The augmented product includes the products, services, tools, or accessories that could be used with the product and the associated user experience. The augmented product could be designed, manufactured, produced, or retailed by any organization, including, yet not limited to competing brands. A customer who owns and uses a 4K 60” television is likely to use an HDMI cable, steaming apps, and a sound bar with their television; however, these accessories or additional services were not likely designed, manufactured, produced, or retailed by the same organization that designed, manufactured, produced, or retailed the television. The HDMI cable, steaming apps, and sound bar are compatible with the product and likely contribute to the user experience. For example, Samsung sold the most smartphones during 2021 in North America, yet the two most downloaded mapping or GPS applications on Samsung smartphones during 2021 were Waze and Google Maps. Waze and Google Maps were not designed, manufactured, produced, or retailed by Samsung; however, the applications are compatible with Samsung smartphones and likely contribute to the user experience.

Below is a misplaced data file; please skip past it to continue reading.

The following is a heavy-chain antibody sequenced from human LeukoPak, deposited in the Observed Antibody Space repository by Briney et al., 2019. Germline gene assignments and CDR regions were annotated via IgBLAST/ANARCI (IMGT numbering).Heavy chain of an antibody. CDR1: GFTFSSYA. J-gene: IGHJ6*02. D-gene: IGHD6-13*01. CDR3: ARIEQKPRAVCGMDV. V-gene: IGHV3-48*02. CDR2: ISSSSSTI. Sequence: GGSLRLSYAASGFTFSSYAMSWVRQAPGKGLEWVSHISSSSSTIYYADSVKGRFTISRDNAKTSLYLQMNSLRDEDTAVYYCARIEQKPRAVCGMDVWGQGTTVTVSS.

The final ring of the 360PPF is the potential product, which identifies how the product could impact the user’s overall quality of life. Quality of life is defined as an individual’s perception of their position in life in the context of the culture and value systems in which they live and in relation to their goals, expectations, standards and concerns. Using the example of the 4K 60” television, a user’s quality of life is perceived as improved with the television by the inclusion of television in family time, date night, access to information, access to education, entertainment, and a common value for parents with small children: the television serves as a babysitter.
Applying the 360PPF is likely to reduce guesswork, eliminate myths, and contribute to a positive and memorable experience for customers and users. The deep dive into micro-moments is likely to contribute to the body of knowledge held within marketing, branding, and product teams to understand a user segment’s need-to know, go, do, or buy. To learn more about the 360PPF or apply the framework to your product, service, brand, or user experience, contact Cyndi Fifield at [email protected]. What is your user’s power cord?